How to Raise Kids with Good Self-Esteem

From the WebMD Archives

By Andrew Postman

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One of the best ways to boost kids' self-esteem, permanently: Teach them how to handle flops

The tennis club where Peter played was fed up with the talented boy's tantrums on the court. So were his parents. They agreed to suspend the 12-year-old for six months.

Howie, too, was a talented athlete. He played almost every sport — and whined in all of them when things didn't go his way. His friends, me included, couldn't change him, and his parents didn't seem to try. One afternoon, in a neighborhood baseball game, 12-year-old Howie tried to stretch a double into a triple and was easily tagged out. He protested, began to cry, and appealed to his teammates to join him in getting the call reversed. But we agreed with the ump. Howie turned purple with rage, took his ball and bats, and went home.

In the first case, Peter (not his real name) saw that the club and his parents meant business. After six months of being denied tennis, his greatest pleasure, Peter — real name Björn Borg — had learned a vital lesson. He grew up to be not only one of the greatest players in history, but a gentleman in victory and, yes, defeat.

In the second case, Howie (his real name, because I hope he reads this and recognizes himself for the jerk he was and may still be) never learned. His parents seemed to ignore or indulge his behavior, and his friendship with me and our teammates didn't survive the day we called him out at third base.

It's easy to see that the approach apparently taken by Howie's parents — ignoring bad behavior — is not an effective way to teach a kid how to lose gracefully. It's harder to know what is. We accept that success is just about impossible if you don't know how to use your flops. ("I have not failed 700 times; I have not failed once," Thomas Edison bristled when asked about the staggering number of false starts before he created a functioning lightbulb. "I have succeeded in proving that those 700 ways will not work.") But it's one thing to understand intellectually the bumper sticker truths about failing — what doesn't kill us makes us stronger; no one wins all the time — and another to embrace them when it's your kid who's hurting. "Which test am I supposed to want to see her fail so she can build character?" a friend says of her 13-year-old daughter. "Which boy do I want to not dance with her and break her heart because it'll be good for her in the long run?"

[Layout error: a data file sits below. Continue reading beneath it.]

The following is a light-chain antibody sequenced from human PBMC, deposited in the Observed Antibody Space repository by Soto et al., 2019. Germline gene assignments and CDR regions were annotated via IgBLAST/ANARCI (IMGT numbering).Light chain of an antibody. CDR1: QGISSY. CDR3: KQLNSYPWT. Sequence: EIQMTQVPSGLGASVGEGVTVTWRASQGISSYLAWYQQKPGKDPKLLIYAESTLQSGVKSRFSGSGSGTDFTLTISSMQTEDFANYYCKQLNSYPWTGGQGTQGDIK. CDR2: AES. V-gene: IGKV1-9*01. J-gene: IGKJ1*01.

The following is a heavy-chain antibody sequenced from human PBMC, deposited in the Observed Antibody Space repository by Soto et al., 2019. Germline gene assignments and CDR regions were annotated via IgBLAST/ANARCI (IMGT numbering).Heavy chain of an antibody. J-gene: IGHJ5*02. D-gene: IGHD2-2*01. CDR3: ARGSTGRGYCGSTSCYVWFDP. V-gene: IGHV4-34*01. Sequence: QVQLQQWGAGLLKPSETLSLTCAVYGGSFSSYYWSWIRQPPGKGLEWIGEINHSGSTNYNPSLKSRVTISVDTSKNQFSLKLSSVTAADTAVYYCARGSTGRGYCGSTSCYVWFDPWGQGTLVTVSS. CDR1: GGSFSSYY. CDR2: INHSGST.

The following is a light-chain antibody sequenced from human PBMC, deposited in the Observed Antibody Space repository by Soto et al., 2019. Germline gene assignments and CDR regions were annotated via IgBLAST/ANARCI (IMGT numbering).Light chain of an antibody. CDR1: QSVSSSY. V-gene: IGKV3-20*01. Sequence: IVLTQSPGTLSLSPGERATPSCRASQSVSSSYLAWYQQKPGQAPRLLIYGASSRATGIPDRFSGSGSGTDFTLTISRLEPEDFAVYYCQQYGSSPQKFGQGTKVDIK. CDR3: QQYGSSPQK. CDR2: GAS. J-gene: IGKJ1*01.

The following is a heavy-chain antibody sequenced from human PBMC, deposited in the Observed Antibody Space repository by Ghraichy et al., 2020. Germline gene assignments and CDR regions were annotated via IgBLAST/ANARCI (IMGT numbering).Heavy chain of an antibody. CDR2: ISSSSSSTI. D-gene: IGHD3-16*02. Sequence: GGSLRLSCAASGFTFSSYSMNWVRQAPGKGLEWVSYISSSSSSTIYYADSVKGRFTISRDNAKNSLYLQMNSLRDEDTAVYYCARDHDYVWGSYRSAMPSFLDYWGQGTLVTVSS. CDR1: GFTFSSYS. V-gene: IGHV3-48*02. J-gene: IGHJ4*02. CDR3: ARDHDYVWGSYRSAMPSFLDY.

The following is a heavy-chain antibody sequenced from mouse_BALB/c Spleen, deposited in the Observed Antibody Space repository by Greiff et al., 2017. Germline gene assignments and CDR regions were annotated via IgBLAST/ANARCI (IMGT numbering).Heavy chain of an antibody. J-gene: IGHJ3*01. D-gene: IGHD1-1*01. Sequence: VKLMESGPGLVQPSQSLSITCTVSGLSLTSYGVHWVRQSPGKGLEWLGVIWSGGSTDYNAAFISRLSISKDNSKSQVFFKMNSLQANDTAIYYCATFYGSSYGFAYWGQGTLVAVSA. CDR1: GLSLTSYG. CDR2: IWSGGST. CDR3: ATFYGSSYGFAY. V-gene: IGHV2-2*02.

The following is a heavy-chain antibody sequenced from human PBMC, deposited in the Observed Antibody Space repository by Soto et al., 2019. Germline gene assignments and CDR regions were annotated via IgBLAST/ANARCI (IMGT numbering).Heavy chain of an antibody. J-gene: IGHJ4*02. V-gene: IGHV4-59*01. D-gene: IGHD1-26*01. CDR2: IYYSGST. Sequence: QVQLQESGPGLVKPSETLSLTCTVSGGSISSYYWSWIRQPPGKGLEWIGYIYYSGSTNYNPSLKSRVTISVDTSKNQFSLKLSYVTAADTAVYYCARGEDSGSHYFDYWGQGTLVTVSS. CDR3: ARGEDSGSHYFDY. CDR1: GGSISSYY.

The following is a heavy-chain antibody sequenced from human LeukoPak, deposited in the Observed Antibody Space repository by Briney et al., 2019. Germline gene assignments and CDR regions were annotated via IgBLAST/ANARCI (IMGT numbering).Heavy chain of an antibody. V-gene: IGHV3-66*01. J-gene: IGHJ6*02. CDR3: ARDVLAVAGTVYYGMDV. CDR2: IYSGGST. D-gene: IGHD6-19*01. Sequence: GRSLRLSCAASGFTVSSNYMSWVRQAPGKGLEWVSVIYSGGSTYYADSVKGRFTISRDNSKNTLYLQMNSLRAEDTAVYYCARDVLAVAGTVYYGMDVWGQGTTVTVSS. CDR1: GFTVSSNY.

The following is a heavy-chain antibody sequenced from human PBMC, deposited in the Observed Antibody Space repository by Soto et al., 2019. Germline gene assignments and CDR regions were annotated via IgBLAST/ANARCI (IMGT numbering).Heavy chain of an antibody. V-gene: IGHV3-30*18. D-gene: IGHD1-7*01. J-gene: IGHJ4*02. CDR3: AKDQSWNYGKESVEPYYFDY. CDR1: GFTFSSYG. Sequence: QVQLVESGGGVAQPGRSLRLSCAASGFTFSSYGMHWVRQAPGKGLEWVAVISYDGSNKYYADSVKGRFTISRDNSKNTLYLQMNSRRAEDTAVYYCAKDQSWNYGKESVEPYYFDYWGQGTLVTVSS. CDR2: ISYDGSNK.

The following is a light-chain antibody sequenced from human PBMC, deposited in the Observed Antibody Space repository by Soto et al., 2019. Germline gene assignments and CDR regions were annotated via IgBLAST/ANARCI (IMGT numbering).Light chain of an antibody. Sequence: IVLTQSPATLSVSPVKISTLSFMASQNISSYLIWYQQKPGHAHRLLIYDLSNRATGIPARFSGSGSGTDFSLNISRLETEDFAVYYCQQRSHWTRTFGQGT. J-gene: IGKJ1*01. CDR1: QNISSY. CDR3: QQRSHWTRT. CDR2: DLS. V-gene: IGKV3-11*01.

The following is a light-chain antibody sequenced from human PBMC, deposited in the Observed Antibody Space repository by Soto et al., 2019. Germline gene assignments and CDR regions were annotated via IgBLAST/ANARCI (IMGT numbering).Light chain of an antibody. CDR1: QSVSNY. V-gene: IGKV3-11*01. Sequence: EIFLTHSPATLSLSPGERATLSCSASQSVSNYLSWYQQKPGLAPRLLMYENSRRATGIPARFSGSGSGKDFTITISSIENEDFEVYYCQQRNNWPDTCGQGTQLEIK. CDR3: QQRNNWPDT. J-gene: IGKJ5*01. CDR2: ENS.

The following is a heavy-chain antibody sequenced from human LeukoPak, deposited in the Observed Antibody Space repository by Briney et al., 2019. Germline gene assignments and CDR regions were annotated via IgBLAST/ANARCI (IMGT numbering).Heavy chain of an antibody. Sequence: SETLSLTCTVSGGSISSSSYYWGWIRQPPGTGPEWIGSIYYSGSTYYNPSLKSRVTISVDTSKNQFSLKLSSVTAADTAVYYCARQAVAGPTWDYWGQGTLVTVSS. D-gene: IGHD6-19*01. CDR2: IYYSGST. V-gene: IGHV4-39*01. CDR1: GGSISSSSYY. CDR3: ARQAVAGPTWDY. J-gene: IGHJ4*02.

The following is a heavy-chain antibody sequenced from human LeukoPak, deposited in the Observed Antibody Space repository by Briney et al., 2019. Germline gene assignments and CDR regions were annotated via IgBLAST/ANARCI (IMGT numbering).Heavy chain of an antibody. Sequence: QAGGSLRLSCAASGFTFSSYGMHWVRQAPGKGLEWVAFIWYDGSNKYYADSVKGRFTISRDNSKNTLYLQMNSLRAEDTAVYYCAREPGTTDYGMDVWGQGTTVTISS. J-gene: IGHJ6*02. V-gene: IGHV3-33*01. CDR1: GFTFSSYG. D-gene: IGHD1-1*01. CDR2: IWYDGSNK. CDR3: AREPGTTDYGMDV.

We want our kids to deal with loss or failure constructively — by evaluating why things turned out the way they did, asking themselves how they might do better next time, and ultimately bouncing back from the disappointment. At the same time, we want their suffering to be minimal. In striving for the latter, though, we may dilute their chance to learn resilience. "One of the main jobs of parents is building and protecting their children's self-esteem," says Stanford University psychologist Carol Dweck, Ph.D., who studies how success is achieved. Unfortunately, she says, many parents today believe a good way to do this is to ignore their kids' failures or blame them on someone else. "It used to be that after a Little League game parents might say, 'When you struck out, maybe you didn't have your eye on the ball.' Now they're more likely to say, 'The umpire robbed you' " when there are problems. But the child who absorbs that lesson never learns to accept responsibility or withstand adversity. "Real protection," says psychologist Wendy Mogel, Ph.D., in her parenting guide, The Blessing of a Skinned Knee, "means teaching children to manage risks on their own, not shielding them from every hazard."

You can help your child become a better risk manager — i.e., loser — by cultivating a proper outlook early, says Dweck. In her book Mindset: The New Psychology of Success, she describes two basic worldviews. People with a "fixed" mindset regard their qualities — IQ, personality, even moral character — as unchanging, carved in stone. "A fixed mindset creates an urgency to prove yourself over and over," she says. People with a "growth" mindset, on the other hand, view their basic qualities as improvable through effort and experience.

Depending on the mindset they develop with our help, children have vastly different reactions to failure and losing. "Confronted by failure, fixed-mindset kids fall apart or become very defensive," Dweck says. "They'll either feel really bad about failure, or run away from it." Children who've been encouraged to have a growth mindset, on the other hand, believe that they can try to do better. No, they're not happy about a failure or rejection. "But afterwards," Dweck says, "they think about what happened and what they can do to change the outcome next time."


To help your kid develop the growth mindset so that she can cope with and learn from — in short, succeed at — failure, consider these pointers from parents and parenting experts:

Praise the right things Whether your kid comes home with an A or an F on a school paper, Dweck suggests, don't focus on the grade, but instead ask about what he or she learned. "Kids who are praised for effort and strategy remain engaged by challenge," she says. And if, even after hard work, she still comes home with a D? "Praise the effort, but acknowledge that the result might not be what the child had hoped for," Dweck says. "I would say, 'You really tried, but it looks like there are still things you don't understand. Let's talk about what you can do to get help.' "